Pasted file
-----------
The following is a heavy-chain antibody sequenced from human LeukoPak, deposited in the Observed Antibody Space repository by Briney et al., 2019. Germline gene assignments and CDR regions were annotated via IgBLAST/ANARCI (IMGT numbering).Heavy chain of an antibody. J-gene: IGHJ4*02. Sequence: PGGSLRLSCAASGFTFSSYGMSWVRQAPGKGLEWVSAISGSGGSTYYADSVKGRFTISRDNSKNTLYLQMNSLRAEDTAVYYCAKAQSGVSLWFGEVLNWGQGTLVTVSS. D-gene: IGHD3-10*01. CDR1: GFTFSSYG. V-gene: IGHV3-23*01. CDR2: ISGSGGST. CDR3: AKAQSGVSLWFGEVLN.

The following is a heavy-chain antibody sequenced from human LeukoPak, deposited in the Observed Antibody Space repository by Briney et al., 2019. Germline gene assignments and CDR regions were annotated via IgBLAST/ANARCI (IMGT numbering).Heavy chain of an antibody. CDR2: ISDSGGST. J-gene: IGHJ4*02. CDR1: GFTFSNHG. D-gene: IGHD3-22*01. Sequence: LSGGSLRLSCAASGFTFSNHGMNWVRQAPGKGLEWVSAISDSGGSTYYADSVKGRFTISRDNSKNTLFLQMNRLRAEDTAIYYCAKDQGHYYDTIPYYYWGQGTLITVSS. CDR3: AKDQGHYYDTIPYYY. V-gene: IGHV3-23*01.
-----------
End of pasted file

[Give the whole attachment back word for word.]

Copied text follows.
The following is a heavy-chain antibody sequenced from human LeukoPak, deposited in the Observed Antibody Space repository by Briney et al., 2019. Germline gene assignments and CDR regions were annotated via IgBLAST/ANARCI (IMGT numbering).Heavy chain of an antibody. J-gene: IGHJ4*02. Sequence: PGGSLRLSCAASGFTFSSYGMSWVRQAPGKGLEWVSAISGSGGSTYYADSVKGRFTISRDNSKNTLYLQMNSLRAEDTAVYYCAKAQSGVSLWFGEVLNWGQGTLVTVSS. D-gene: IGHD3-10*01. CDR1: GFTFSSYG. V-gene: IGHV3-23*01. CDR2: ISGSGGST. CDR3: AKAQSGVSLWFGEVLN.

The following is a heavy-chain antibody sequenced from human LeukoPak, deposited in the Observed Antibody Space repository by Briney et al., 2019. Germline gene assignments and CDR regions were annotated via IgBLAST/ANARCI (IMGT numbering).Heavy chain of an antibody. CDR2: ISDSGGST. J-gene: IGHJ4*02. CDR1: GFTFSNHG. D-gene: IGHD3-22*01. Sequence: LSGGSLRLSCAASGFTFSNHGMNWVRQAPGKGLEWVSAISDSGGSTYYADSVKGRFTISRDNSKNTLFLQMNRLRAEDTAIYYCAKDQGHYYDTIPYYYWGQGTLITVSS. CDR3: AKDQGHYYDTIPYYY. V-gene: IGHV3-23*01.